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KRONOS Vol VI, No. 1
GEOFFREY GAMMON AND PETER J. JAMES
"To abandon 1786 BC as the year when Dynasty XII ended would be to cast adrift from our only firm anchor, a course that would have serious consequences for the history, not of Egypt alone, but of the entire Middle East "
Readers of KRONOS and the SIS Review will already be familiar with this quotation from the eminent Egyptologist Sir Alan Gardiner, typifying the dilemma of Near Eastern archaeologists over Sothic dating.(1) Despite the manifest weaknesses of the Sothic dating theory, and although it is exceedingly difficult to find an Egyptologist who will actually defend it, Sothic dates are still used as absolute reference points for the history of the ancient world. One of the most troublesome Sothic dates has always been that based on the supposed reference to the rising of Sirius in the reign of Sesostris III, from which the chronological benchmark of 1786 BC for the end of the XIIth Dynasty has been calculated.
A few years ago it might have sounded over-optimistic to suggest that the British journal Antiquity , stronghold of conventional archaeological thinking, would publish an article by an eminent Near Eastern archaeologist recommending the abandonment of the precious Sothic date 1872 BC. But such is the argument of an article entitled "Egyptian and Near Eastern Chronology: a dilemma?" (Antiquity 53, March 1979, pp. 6-18), by James Mellaart. (Dr. Mellaart lectures in Anatolian archaeology at the London University Institute of Archaeology, and is best known for his excavation of the Neolithic site of Catal Hüyük.) In developing the arguments for higher dates for Early and Middle Bronze Age Egypt, Mesopotamia, Palestine and Anatolia than those generally accepted, Mellaart concludes that "the astronomical date of 1872 for the 7th year of Sesostris III cannot be upheld any longer, it must somehow be wrong astronomically, or refer to some Thirteenth Dynasty king" (p. 8).
Mellaart's starting point is the unexceptional statement that: "The major problem for Near Eastern and Egyptian archaeologists alike is the establishment of a reliable chronology. . ." He points out that the controversy surrounding the absolute dating of the First Babylonian Dynasty, whose most important ruler was Hammurabi, has apparently been settled with the adherence of the majority of scholars to the "middle" chronology advocated by Sydney Smith, and the abandonment of the previously "high" chronology (although a substantial body of opinion favours the "low" chronology of W. F. Albright). However, Mellaart feels, this consensus is not supported by radiocarbon data from ancient Near Eastern material which has been "corrected" by the tree-ring calibration derived from the Californian bristlecone pine. For example, the corrected C14 dates for the Egyptian IIIrd Dynasty king Djoser (Zoser), builder of the famous Step Pyramid, fall around 2900 BC, while his dates in the accepted "middle" chronology are given as 2667-48 BC Rather than "demand that the physicists adjust their dating to the middle chronology", Mellaart attempts to show that the calibrated dates support the "high" chronology which he believes to be justified quite independently of the C14 evidence.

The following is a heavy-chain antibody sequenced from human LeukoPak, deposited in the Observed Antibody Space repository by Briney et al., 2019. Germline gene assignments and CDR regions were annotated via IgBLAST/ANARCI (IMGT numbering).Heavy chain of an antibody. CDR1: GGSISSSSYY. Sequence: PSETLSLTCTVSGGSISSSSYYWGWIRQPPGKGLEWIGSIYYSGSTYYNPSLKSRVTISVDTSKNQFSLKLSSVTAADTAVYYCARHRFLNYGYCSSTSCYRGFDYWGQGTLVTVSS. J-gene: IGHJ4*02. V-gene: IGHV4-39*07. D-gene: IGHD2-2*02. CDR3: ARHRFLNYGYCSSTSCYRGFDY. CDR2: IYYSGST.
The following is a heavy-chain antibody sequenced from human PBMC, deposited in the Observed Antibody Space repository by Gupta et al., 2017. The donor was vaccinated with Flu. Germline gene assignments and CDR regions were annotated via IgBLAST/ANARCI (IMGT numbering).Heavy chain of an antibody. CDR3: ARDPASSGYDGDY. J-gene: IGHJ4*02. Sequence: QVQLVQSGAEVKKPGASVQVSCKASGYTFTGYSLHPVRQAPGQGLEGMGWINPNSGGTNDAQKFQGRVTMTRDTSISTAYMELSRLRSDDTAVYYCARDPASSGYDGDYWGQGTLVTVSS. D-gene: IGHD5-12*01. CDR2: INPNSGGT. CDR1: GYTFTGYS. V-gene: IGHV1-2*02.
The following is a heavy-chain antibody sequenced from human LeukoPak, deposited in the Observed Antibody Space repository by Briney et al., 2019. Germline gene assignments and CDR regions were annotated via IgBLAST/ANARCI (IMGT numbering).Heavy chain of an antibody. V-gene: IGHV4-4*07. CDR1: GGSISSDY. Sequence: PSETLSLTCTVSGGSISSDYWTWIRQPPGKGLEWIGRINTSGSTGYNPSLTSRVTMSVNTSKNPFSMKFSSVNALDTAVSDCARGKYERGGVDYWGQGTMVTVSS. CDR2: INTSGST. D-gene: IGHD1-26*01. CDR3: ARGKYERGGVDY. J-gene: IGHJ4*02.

Mellaart accepts the Sothic date of 1537 BC for the year 9 of Amenhotep I, from which a date of 1567 BC is derived for the beginning of the XVIIIth Dynasty and the New Kingdom. However, like other ancient historians, he finds it difficult to accept that the 220 years allowed for Dynasties XIII to XVII are adequate. This is his main argument for rejecting the accepted date for the end of the XIIth Dynasty, and with it the Sothic "date" for Sesostris III. While his claim that the conventional timespan for Dynasties XIII to XVII seems well founded, it is highly questionable in detail. For example, he allows the XIIIth Dynasty 153 years, "as stated in the Turin papyrus". Yet, 153 is only the approximate total of regnal years preserved for 29 named kings of this period, and the fragmentary Turin Canon nowhere "states" this as a figure for the entire Dynasty. There are more than 30 other kings whose reign-lengths have not been preserved, so the XIIIth Dynasty may have been considerably longer. Mellaart also follows Manetho in claiming that two Hyksos Dynasties ruled consecutively the XVth (108 years) and the XVIth (118 years). In the latter case he appears to be following W. C. Hayes' arbitrary reduction of Africanus/Manetho's figure of 518 to 118.
Mellaart suggests that the XVIIIth Dynasty's immediate predecessors were the XVIth (118 years), the XVth (108 years) and the XIIIth (153 years). He thus arrives at dates of c. 2155-1946 BC for the XIIth Dynasty. Then, by accepting the 955 years given in the Turin Canon for Dynasties I to VIII, and assigning Dynasties IX to XI an estimated 290 years, he arrives at a date of c. 3400 BC for the beginning of the dynastic period some 300 years earlier then the "middle" chronology proposed by Hayes in the latest edition of the Cambridge Ancient History.
Mellaart's starting point for his revision of Mesopotamian chronology is acceptance of the tradition that Kassite rule, which ended in 1162 BC (on the conventional chronology), lasted for 576 years. This would imply a date of 1783 BC for the raid of the Hittite Mursilis I, whose sack of Babylon at the end of the First Dynasty is thought to have ushered in the Kassite Dynasty. Since the "middle chronology" bases its dates on calculations from the notorious "Venus Tablets of Ammizaduga", perhaps Mellaart is justified in his alteration of the accepted date for Mursilis's raid, 1595 BC However, his arguments ignore the documentary evidence that Kassite incursions into Babylonia began during the reign of Samsuilana, over 100 years before the Hittite raid, and that Agum II the ninth Kassite ruler was on the throne a mere twenty years after that event. Moreover, since the Hittite king Suppiluliumas I, who reigned in the 14th century (conventional chronology), was separated from Mursilis I by only seven generations, an 18th century date for the latter seems unlikely. Similar problems arise over the 20th century date postulated by Mellaart for Shamshi-Adad I, which can be sustained only if one assumes a 200 year gap in the Assyrian King List for which there is not a shred of evidence.